| JENNIFER BARTZ |
Dr. Bartz completed her Ph.D. in Experimental Psychology in 2004 with John Lydon at McGill University. She then went on to a Post-doctoral fellowship with Eric Hollander at the Seaver Autism Center in the Department of Psychiatry at the Mount Sinai School of Medicine in New York, NY. In 2007 she became an Assistant Professor in the Department of Psychiatry at Mount Sinai, and in 2011 she retuned to McGill University, and is now an Associate Professor in the Department of Psychology.
| KRISTINA TCHALOVA |
Kristina is a PhD student in Social Psychology at McGill University. Her research examines the neurobiological substrates that contribute to the formation and maintenance of social bonds, as well as the influence these mechanisms exert on emotional and physical health. Kristina holds a BSc in Psychology from the University of Toronto and an MA in Psychology from the University of California, Los Angeles. Kristina is funded by doctoral fellowships from SSHRC and the Healthy Brains for Healthy Lives initiative sponsored by the CFREF.
| AMY GREGORY |
Amy's research focuses on identifying situational factors and individual differences that impair demonstrated empathic accuracy. She is also interested in the relational consequences of fluctuations in empathic accuracy and cognitive empathy, which a specific interest in support provision.
| WILLIS KLEIN |
Willis is a PhD student in Experimental Psychology at McGill University. He is interested in the epistemic function of close relationships. His research focuses on better understanding the psychological consequences of gaslighting and how to recover from epistemic abuse. He is also interested in how close relationships alter the self-concept. Willis holds a BSc in Psychology and Cognitive Science from the University of Toronto.
| JULIETTE DUPERTUYS |
Juliette is a fourth year Honours Psychology student finishing her Bachelor of Science at McGill and working as a lab coordinator for Professor Bartz. She is interested in the role of oxytocin in affiliation and prosociality, as well as its potential benefits in Autism Spectrum Disorders.
| TANYA PROCYSHYN |
Tanya is interested in the biological variables (hormones, genes) that underlie individual differences in social traits and their relationship to autism spectrum phenotypes. She completed her PhD in Psychiatry at the Autism Research Centre, Department of Psychiatry, University of Cambridge, and is currently a Parke Davis Exchange Post-Doctoral Fellow (University of Cambridge) pursuing research related to oxytocin in collaboration with Dr. Bartz at McGill.
Current Undergraduate Research Students
Molly Feffer (McGill Science Undergraduate Research Award recipient, 2022)
Katya Kredl (NSERC Undergraduate Student Research Award recipient, 2022)
| JENNIFER HEYMAN |
Jennifer is a PhD student in Experimental Social Psychology at McGill University. Her research examines how technology influences in-person social interactions. Specifically, she is looking at how the different forms of digital technology (e.g., social media, cell phones) influence both personality and emotion accuracy amongst new acquaintances and romantic partners.
Dr. Melanie Dirks
Dr. Eric Hollander
Dr. Jens Pruessner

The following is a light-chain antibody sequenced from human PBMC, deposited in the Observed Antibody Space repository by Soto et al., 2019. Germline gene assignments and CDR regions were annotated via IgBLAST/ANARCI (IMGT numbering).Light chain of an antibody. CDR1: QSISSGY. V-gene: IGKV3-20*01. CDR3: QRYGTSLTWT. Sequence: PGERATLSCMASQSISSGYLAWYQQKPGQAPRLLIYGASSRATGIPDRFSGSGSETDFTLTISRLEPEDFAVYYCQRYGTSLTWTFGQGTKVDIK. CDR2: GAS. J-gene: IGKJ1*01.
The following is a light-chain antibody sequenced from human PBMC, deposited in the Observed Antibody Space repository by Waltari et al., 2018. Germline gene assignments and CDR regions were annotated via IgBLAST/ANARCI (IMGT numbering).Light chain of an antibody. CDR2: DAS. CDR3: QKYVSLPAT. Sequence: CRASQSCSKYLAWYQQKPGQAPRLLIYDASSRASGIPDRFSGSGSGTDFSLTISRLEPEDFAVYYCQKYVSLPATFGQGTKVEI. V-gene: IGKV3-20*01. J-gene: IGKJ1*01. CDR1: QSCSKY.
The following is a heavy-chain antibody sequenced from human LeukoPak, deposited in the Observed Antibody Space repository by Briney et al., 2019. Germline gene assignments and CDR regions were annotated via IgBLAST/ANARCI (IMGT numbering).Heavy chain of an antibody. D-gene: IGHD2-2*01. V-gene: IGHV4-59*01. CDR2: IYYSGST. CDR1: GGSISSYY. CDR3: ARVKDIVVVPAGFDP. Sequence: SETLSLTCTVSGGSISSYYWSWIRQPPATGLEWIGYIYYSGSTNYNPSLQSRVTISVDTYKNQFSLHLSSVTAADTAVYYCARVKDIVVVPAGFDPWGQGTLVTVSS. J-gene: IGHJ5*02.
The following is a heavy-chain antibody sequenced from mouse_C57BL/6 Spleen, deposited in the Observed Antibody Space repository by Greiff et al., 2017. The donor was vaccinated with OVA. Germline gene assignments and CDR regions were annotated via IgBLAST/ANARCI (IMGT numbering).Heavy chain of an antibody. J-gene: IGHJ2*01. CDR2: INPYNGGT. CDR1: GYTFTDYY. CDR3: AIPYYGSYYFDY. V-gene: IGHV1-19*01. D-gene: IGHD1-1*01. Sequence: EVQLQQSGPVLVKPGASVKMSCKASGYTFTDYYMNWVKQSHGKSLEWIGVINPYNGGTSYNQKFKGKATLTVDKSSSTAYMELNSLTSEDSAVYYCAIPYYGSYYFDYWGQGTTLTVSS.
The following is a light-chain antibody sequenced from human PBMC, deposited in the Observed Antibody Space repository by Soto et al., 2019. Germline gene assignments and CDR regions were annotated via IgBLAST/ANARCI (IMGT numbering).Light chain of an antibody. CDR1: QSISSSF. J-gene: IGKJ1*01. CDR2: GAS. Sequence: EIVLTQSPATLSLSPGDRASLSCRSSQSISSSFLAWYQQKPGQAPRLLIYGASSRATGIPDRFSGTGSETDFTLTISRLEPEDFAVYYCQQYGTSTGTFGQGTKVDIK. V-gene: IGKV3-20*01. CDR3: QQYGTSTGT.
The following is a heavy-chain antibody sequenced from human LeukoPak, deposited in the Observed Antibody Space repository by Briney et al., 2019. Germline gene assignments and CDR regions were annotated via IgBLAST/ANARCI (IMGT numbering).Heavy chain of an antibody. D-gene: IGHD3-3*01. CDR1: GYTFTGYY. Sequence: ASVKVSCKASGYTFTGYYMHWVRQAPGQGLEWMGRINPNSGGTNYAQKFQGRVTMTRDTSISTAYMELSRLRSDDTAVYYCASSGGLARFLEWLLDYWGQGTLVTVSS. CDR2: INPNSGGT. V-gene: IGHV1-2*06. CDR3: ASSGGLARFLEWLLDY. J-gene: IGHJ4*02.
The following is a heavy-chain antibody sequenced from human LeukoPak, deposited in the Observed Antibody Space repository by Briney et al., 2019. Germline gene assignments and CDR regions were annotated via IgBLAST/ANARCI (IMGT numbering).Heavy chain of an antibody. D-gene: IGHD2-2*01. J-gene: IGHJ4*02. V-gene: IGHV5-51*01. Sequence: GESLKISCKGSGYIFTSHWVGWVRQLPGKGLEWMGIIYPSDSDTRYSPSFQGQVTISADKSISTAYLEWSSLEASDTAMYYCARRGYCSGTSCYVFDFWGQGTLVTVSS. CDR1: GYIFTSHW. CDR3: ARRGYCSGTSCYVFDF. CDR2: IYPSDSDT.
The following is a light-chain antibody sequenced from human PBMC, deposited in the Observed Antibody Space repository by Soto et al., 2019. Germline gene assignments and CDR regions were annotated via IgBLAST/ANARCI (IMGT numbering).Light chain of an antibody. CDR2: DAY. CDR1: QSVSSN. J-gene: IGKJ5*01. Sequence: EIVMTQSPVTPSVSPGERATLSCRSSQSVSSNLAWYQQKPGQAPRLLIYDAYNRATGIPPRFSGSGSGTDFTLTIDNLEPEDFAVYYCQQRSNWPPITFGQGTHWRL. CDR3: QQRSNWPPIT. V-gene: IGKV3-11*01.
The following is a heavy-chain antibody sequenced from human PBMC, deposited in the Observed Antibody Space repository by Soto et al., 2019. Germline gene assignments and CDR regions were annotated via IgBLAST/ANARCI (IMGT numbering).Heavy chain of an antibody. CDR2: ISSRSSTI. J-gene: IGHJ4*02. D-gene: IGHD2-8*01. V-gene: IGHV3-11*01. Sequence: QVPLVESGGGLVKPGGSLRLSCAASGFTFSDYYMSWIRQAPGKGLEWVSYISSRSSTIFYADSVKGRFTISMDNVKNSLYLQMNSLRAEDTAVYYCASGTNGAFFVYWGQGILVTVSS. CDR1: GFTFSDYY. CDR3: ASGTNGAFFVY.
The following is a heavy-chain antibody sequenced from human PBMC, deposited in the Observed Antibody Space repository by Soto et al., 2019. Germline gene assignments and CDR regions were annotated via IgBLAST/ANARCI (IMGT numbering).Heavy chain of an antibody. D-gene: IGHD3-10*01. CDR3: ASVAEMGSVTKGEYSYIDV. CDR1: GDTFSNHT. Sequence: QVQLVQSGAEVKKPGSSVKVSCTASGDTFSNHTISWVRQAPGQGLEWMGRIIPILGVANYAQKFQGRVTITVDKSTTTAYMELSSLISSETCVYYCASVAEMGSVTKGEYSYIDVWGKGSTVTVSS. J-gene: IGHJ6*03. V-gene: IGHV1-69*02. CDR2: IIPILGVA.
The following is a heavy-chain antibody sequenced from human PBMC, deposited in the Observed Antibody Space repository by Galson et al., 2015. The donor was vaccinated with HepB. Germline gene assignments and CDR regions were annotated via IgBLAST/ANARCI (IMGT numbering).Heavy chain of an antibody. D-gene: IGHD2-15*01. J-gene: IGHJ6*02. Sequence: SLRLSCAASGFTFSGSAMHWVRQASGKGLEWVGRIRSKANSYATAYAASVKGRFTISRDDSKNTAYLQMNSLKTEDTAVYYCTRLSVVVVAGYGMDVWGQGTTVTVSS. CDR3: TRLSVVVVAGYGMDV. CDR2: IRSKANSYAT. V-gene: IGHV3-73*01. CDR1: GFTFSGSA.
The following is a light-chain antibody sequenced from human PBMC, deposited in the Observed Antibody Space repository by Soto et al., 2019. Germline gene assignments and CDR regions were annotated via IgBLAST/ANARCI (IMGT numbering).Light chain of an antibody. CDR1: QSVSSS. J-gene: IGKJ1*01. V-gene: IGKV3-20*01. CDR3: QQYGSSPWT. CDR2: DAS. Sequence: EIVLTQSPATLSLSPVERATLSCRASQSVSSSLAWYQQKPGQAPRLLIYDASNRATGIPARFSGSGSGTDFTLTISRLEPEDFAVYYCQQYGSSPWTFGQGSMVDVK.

Dr. Signy Sheldon
Past Postdoctoral and Graduate students
| GENTIANA SADIKAJ |
Dr. Gentiana Sadikaj completed her Ph.D. in Clinical Psychology at McGill University in 2012. She completed her postdoctoral fellowship under Dr. Bartz's supervision in 2017, and she is currently an assistant professor at Concordia University. Broadly speaking, Genta is interested in understanding (1) person and situational influences on personality processes involving perception of others, affect, and interpersonal behavior, (2) intrapersonal and interpersonal consequences of personality processes, and (3) perception accuracy. Presently, she is examining whether specific polymorphisms in the oxytocin receptor gene (OXTR) influence interpersonal dynamics between romantic partners in naturally occurring interpersonal situations.
| SONIA KROL |
Dr. Sonia Krol completed her PhD student in Clinical Psychology at McGill University under the supervision of Dr. Bartz. She also completed her BA in Psychology at McGill University. Broadly, Sonia is interested in the relationship between the self and social behaviour. Specifically, she studies how one’s sense of self—the extent to which one knows who they are—influences self-other distinction, particularly in the context of empathy.
| Cecile (Cici) Sunahara |
Cecile completed her M.Sc. at McGill University under the supervision of Dr. Bartz investigating the neurobiological and social cognitive underpinnings of human affiliation and prosociality. Cici is completing her PhD in Clinical Psychology at Southern Methodist University under the supervision of Dr. Benjamin A. Tabak where she aims to continue exploring the psychological and neurobiological mechanisms which support our ability to connect with others.
| JONAS NITSCHKE |
Jonas completed his PhD in Experimental Psychology at McGill University under the supervision of Dr. Bartz. Jonas is completing his post doctoral research in the Social, Cognitive and Affective Neuroscience Unit at University of Vienna under the supervision of Dr. Claus Lamm. He is interested in how stress influences our self-perceptions and how we interact with our social environment.
Past Lab Coordinators
Talya Azrieli, B.A. (M.Sc. student at Concordia University)
Emma Galarneau, M.Sc. (PhD student at University of Toronto)
Alexa Meilleur, M.Sc. (Doctoral student at Université du Québec à Montréal)